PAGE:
Gene Therapy:

Huntington's Disease

uniQure has demonstrated preclinical proof-of-concept and is preparing to submit an IND in Huntington's disease in 2018. 

AMT-130 for Huntington’s Disease (HD)

uniQure is developing a gene therapy for Huntington’s disease (HD), a rare, fatal, neurodegenerative genetic disorder that affects motor function and leads to behavioral symptoms and cognitive decline in young adults, resulting in total physical and mental deterioration over a 12- to 15-year period. HD is caused by the expansion of CAG trinucleotide in exon 1 of a multifunctional gene coding for protein called huntingtin.

According to the EMA, Huntington’s disease affects approximately 70,000 people in the U.S. and Europe, making this one of the largest clinical unmet needs in the rare disease field. Despite the clear etiology of the disease, there are no therapies available to treat the disease, delay its onset, or slow the progression of a patient's decline.

Our gene therapy product candidate AMT-130 consists of an AAV5 vector carrying an artificial micro-RNA specifically tailored to silence the huntingtin gene. The therapeutic goal is to inhibit the production of the mutant protein (mHTT).  Using AAV vectors to deliver micro-RNAs directly to the brain for non-selective knockdown of the huntingtin gene represents a highly innovative and promising approach to treating Huntington’s disease.

In April 2018, uniQure presented an overview of our preclinical data establishing proof-of-concept for AMT-130 (view presentation).  Data from multiple preclinical across five animal models show that a single administration of AMT-130 resulted in a dose-dependent and sustained reduction of mutant huntingtin protein (mHTT) in both the deep structures of the brain including the striatum and the putamen, where Huntington’s disease is known to manifest, and the cortex. Once administered, AMT-130 was observed to spread to the cerebral cortex and lowered mHTT in the frontal areas of the brain that show neuropathological changes later in the course of the disease, providing evidence that AMT-130 spread from the injection sites to the cerebral cortex.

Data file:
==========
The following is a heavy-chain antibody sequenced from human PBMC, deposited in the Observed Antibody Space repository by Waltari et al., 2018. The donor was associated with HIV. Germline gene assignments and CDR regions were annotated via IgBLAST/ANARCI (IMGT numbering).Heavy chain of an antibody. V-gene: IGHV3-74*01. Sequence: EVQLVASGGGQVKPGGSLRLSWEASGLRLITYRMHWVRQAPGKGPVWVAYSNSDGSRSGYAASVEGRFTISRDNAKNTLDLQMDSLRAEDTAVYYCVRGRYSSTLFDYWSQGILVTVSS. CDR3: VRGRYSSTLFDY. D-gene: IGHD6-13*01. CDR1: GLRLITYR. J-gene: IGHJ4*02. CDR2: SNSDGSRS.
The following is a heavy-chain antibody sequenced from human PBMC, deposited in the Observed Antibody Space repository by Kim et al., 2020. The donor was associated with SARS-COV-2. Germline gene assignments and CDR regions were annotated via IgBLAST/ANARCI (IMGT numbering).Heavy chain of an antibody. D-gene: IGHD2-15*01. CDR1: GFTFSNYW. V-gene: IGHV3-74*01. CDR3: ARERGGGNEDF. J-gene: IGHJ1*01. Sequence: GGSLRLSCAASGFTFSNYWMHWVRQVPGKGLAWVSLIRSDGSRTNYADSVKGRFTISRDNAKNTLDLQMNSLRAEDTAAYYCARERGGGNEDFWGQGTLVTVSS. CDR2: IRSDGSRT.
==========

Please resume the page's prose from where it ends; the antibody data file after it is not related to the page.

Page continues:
A study performed in a large animal model showed that mHTT was significantly reduced by a median of 68% in the striatum and a median of 47% in the frontal cortex at 6 months after administration of AMT-130.

Preclinical studies in rodent models show that the achieved sustained reduction in mHTT resulted in significant improvement of striatal neuronal function, an improvement in motor-coordination, reduced body weight loss, and an increase in median survival by 24%, as compared to the control group.

We are very encouraged by the significant reductions in mutant huntingtin protein, and believe that knock-down of this magnitude has the potential to significantly alter the course of the disease.

In October 2017, the U.S. Food and Drug Administration granted orphan drug designation for AMT-130 in Huntington’s disease. In January 2018, AMT-130 received an Orphan Medicinal Product Designation (OMPD) from the European Medicines Agency for the same indication, making it the first investigational AAV-gene therapy in Huntington's disease to receive such designation.

We expect to file an Investigational New Drug (IND) application later this year and to become the first AAV gene therapy to enter clinical development for Huntington's disease.